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This is the first, of hopefully many, guest posts by Mr Gnoe. As a listology addict he compiled a Black Swan Green Soundtrack for us!
In a book about a teenager situated after 1960, music has to play an important role. Music is a big part of youth culture and David Mitchell does a superb job of sketching the life of a young teenager in the eary 80s (I know, I’ve been there ;))
There is a lot of ‘boyish’ music, like Madness, Elvis Costello, Adam Ant and the Specials. Music a boy wouldn’t have to be embarrassed about to like in front of his friends. But secretly Jason likes some ‘softer’ songs as well, like ‘Heaven’ by Talking Heads and John Lennon’s #9 Dream (not coincidentally Mitchell’s second book is called number9dream).
Music plays a big part throughout the book, but Mitchell really goes wild in one of the last, hilarious chapters ‘Disco’ (or should I say one of the last stories, since every chapter reads like a story on its own). This reads completely natural because events occur while the music is playing and you can imagine the characters remembering exactly who did what during which song, years after. And if you know and love these songs, like Gnoe and me, it’s a feast to read :)
All the songs in the book together form a nice soundtrack. In the 80s I would’ve made a Black Swan Green compilation cassette but now it’s a playlist for my iPod. Here’s what’s on it!
Don’t You Want Me – Human League (1982)
The first chapter ‘January Man’ starts with the phone ringing in the office of Jason’s father. From his sister julia’s room ‘Don’t You Want Me’ is thumping out dead loud and kicks off the book.
The Man with the Child in His Eyes – Kate Bush (1978)
Songbird - Fleetwood Mac (1977)
Julia is playing these two melancholic songs in her room, telling us (the readers) she’s not as tough as she pretends to be and not as lucky as Jason thinks she is.
Virginia Plain – Roxy Music (1972)
Jason secretly plays Julia’s Roxy Music LP in her room (“Julia’d go ape!“). At first I thought I had spotted a goof, because Virginia Plain was Roxy Music’s debut single but was not included on their debut LP. Wikipedia tells me it was rereleased in 1977 to promote their Greatest Hits album, so this must be the LP in Julia’s collection.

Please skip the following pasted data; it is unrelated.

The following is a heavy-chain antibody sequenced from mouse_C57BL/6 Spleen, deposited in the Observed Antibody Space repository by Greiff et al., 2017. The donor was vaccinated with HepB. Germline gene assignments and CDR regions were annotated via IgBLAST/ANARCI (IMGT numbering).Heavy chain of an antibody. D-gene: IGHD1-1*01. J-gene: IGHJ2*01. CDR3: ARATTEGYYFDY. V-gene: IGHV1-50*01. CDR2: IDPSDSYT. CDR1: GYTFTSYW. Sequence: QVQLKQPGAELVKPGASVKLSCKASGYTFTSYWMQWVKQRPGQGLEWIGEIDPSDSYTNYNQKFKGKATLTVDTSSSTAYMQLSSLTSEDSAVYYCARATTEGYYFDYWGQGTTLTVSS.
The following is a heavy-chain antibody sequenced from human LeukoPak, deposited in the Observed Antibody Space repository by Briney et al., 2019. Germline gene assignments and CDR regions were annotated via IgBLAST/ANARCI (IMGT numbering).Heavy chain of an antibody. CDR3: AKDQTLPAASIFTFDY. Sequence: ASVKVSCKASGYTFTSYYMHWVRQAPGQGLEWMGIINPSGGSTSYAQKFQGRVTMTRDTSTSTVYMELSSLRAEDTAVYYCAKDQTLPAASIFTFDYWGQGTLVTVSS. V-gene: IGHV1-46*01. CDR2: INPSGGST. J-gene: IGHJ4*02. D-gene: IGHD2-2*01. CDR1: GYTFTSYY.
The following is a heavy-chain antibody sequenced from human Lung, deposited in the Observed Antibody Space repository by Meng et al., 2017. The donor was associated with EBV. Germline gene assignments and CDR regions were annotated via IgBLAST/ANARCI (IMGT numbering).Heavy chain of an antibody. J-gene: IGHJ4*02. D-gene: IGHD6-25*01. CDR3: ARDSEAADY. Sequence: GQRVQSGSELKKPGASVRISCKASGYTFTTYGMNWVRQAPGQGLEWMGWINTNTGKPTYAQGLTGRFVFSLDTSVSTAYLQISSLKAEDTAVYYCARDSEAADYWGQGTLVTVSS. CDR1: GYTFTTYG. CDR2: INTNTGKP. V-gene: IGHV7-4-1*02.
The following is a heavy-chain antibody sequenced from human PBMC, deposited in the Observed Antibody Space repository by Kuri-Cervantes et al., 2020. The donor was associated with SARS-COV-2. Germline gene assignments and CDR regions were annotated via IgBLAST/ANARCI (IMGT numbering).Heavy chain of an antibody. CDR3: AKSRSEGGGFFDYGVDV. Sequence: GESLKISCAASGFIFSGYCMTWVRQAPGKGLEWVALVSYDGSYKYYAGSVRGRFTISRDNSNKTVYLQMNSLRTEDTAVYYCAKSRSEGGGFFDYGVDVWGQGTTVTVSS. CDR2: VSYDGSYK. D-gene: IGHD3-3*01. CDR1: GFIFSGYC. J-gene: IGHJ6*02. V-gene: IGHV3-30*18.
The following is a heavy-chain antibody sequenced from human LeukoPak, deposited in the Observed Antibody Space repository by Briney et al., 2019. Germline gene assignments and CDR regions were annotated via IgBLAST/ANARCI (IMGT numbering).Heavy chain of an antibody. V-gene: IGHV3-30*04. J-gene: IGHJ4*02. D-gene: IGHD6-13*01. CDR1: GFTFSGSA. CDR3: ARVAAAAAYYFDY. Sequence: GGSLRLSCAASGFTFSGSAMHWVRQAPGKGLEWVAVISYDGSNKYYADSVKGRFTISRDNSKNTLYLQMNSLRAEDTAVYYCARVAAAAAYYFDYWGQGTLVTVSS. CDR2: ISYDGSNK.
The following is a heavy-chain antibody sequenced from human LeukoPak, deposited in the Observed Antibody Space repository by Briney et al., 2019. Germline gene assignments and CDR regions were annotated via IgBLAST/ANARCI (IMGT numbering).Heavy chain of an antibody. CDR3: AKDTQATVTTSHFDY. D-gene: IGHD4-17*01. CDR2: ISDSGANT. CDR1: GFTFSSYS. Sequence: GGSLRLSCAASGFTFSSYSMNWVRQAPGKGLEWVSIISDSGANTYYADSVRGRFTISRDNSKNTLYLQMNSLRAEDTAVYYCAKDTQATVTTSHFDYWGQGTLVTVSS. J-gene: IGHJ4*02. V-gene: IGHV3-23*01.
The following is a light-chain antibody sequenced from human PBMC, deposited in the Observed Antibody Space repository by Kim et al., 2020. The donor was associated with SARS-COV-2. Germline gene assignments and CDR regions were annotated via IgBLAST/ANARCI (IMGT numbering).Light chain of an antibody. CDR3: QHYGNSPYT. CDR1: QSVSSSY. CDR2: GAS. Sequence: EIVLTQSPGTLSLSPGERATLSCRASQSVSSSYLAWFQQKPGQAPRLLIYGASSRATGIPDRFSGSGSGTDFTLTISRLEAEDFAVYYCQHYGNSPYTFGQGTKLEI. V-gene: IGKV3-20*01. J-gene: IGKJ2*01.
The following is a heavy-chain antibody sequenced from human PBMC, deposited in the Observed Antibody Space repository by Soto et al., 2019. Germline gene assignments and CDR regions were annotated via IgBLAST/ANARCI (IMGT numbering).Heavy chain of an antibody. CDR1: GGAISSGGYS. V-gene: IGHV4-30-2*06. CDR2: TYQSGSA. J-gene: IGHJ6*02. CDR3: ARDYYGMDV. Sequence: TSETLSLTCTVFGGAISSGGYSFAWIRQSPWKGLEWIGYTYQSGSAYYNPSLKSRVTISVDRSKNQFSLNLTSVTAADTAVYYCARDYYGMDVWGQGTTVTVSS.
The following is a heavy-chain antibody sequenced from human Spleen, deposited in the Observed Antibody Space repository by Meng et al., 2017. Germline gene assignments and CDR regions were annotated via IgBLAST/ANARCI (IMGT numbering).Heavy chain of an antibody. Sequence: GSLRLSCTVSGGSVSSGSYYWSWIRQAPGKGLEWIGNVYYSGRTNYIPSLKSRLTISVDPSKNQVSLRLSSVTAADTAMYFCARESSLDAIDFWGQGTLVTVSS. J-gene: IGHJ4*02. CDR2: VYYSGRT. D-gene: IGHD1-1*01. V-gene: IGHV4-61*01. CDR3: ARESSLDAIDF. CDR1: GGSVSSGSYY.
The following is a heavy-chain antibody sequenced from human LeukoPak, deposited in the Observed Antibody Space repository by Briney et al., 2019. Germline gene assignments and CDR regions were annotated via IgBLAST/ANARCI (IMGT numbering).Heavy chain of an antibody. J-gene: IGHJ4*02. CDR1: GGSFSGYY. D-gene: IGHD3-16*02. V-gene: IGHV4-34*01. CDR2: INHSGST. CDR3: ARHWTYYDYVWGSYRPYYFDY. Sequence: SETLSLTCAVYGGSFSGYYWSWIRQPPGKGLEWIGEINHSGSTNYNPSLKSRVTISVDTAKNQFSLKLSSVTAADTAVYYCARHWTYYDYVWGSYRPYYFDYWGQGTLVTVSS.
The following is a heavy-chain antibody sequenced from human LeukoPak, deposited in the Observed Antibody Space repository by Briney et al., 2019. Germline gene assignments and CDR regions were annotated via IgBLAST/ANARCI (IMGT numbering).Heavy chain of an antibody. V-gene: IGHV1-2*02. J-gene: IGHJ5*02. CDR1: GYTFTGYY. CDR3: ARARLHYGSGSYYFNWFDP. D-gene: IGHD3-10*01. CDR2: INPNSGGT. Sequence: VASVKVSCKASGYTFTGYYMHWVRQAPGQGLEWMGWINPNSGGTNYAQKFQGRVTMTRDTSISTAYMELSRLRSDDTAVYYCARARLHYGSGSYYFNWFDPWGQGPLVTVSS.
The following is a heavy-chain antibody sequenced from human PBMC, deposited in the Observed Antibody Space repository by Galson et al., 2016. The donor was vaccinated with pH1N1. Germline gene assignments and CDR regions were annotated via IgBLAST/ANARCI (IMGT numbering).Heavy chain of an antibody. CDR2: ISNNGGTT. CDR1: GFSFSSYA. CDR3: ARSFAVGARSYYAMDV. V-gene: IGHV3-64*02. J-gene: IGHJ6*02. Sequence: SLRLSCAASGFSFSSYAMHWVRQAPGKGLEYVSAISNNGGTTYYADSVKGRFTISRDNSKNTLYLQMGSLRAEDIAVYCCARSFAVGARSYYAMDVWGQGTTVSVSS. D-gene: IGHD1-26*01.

Heaven - Talking Heads (1979)
Jason is seriously impressed by Julia’s boyfriend Ewan’s new car and his taste in music.
An incredible song filled the car from four hidden speakers. ‘”Heaven”,’ Ewan told me, breezy but proud. ‘Talking Heads. David Byrne’s a genius.’ I just nodded, still taking it all in.
Mr Blue Sky – Electric Light Orchestra (1977)
Feeling good, Jason lays down on his bed and listens to ‘Mr Blue Sky’ five or six times in a row.
Hungry Like The Wolf – Duran Duran (1982)
One Step Beyond – Madness (1979)
One In Ten – UB40 (1981)
Jason is away with his dad on a business trip. Going around town he hears music: Madness in a cafetaria, UB40 in the hotel at night.
Some girls share the earphones of a Sony Walkman and sing ‘Hungry Like A Wolf’. The Walkman was first produced in 1979 in Japan.
The Lion Sleeps Tonight – Tight fit (1982)
Some girls are singing ‘The Lion Sleeps Tonight’ in the back of the bus. This is originally a South African song, first recorded in 1939 but probably much older. The version you couldn’t not have heard in 1982 in England or in the Netherlands was the version of Tight Fit. It reached no.1 in both countries even though it was recorded with session singers and not the models playbacking the song Boney M-style.
Words (Between The Lines Of Age) – Neil Young 1972)
Jason watches Top Of The Pops and listens to a cassette tape Julia has made for him from Ewan’s LP’s. The first song is Words (Between The Lines Of Age). “Neil Young sings like a barn but his music’s brill.”
Oliver’s Army - Elvis Costello & The Attractions (1979)
Ghost Town – Specials (1981)
Waterloo – Abba (1974)
Get Off Of My Cloud - Flying Pickets (1982)
The Goose Fair is in town, and walking around the fairground Jason picks up music from different directions. He especially likes that ace song ‘Olive’s Salami’ by Elvis Costello. Another song he notices goes ‘Hey! (HEY!) You! (YOU!) Get Off Of My Cloud!’, coming from the Flying Teacups. It doesn’t say in the book wich version of the song is being played (the original is of course Rolling Stones, 1967) but I like to think it’s the a-capella version by Flying Pickets from 1982.
The grand finale of the book. Jason, who was not really a loser, but far from popular has suddenly earned the respect of his class mates (No spoiler – I won’t reveal here why). This happened just in time, because at the end of the year there’s the Black Swan Green Grand Christmas Village Hall Disco!
If you’re from my generation, this song will probably bring up some memories.
It’ll be my birthday next week so when Leeswammes announced she was hosting a literary giveaway blog hop, I figured that would be a nice opportunity to share a book of my all-time favourite author: David Mitchell. And which novel would be more appropriate for a forty-something birthday than Black Swan Green? You’re only turning 41 once. ;)
Do not set foot in my office. That’s dad’s rule. But the phone’d rung twenty-five times. Normal people give up after ten or eleven, unless it’s a matter of life and death. Don’t they? Dad’s got an answering machine like James Garner’s in The Rockford Files with big reels of tape. But he’s stopped leaving it switched on recently. Thirty rings, the phone got to. Julia couldn’t hear it up in her converted attic ’cause ‘Don’t You Want Me?’ by Human League was thumping out dead loud. Forty rings. Mum couldn’t hear ’cause the washing machine was on berserk cycle and she was hoovering the living room. Fifty rings. That’s just not normal. S’pose Dad’d been mangled by a juggernaut on the M5 and the police only had this office number ’cause all his other ID’d got incinerated? We could lose our final chance to see our charred father in the terminal ward.